This month ICT minister David Cunliffe will reveal the government’s digital strategy for creating a knowledge society.
Cunliffe says there is a huge discrepancy between what the knowledge within the ICT sector and the general public know about technology.
He is calling for help from the private sector in bridging the digital divide.
“There is a huge potential for New Zealand to be a world leader in technology but at the moment the country is in danger of getting stuck at the email stage. We need to work together to make sure IT happens.” he says.
Included in the announcement will be specific initiatives to inspire productivity and growth within the sector and what Cunliffe describes as a significant amount of money.
He says the industry needs to come to the party by providing an interface to people.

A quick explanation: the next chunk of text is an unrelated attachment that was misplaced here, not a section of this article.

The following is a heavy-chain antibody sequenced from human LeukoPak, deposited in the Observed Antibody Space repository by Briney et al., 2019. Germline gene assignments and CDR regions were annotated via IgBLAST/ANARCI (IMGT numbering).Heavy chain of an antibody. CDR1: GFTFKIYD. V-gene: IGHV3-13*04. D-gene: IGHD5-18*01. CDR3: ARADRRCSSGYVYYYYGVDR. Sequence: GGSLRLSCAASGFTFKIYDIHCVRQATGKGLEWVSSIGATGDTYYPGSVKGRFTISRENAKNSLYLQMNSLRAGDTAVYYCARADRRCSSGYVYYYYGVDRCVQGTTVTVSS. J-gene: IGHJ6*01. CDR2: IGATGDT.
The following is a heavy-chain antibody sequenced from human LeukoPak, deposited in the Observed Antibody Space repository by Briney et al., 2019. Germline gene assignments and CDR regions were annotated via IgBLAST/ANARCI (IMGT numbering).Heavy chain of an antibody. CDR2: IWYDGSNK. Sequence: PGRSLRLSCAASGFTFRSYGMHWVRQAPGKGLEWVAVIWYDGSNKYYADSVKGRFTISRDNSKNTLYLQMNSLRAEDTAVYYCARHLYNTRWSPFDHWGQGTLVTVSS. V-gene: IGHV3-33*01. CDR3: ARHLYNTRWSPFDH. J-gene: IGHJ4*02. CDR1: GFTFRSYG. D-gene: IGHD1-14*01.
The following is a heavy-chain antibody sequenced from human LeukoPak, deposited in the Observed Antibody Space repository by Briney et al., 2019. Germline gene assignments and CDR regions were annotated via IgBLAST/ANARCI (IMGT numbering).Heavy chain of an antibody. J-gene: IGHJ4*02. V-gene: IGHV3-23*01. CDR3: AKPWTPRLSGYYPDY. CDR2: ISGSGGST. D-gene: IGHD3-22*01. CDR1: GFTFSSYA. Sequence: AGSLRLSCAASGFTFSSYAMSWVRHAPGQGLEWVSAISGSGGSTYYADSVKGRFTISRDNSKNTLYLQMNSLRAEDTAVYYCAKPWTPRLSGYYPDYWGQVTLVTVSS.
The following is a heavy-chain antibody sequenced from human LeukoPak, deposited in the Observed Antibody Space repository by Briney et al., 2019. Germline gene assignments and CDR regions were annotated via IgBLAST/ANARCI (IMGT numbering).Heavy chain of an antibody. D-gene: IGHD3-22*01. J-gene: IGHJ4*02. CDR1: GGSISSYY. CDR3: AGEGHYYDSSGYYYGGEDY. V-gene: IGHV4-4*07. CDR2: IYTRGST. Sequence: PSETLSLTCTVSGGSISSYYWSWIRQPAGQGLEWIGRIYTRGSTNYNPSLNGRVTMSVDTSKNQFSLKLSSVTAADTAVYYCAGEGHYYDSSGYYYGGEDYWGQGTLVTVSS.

“Go out there an find people and consider every New Zealander as your client. Those who own the customers will win in business.”
With so much of New Zealand business falling into the SMB sector Cunliffe believes the key to success is through providing simple products and mentoring services.
“Small firms says it’s too difficult to bring technology into an established business and that’s why the corner panel beater or dairy is still using an old computer.”
The government will continue to fund technology education to the tune of $50m annually and will make security a top priority with the promise of more online cyber cops.
With in excess of $2 billion a year spent in government IT purchases Cunliffe says the procurement process will be improved with tenders available to both small and large businesses.
“There is a lack of education in the provider community on the tendering process.”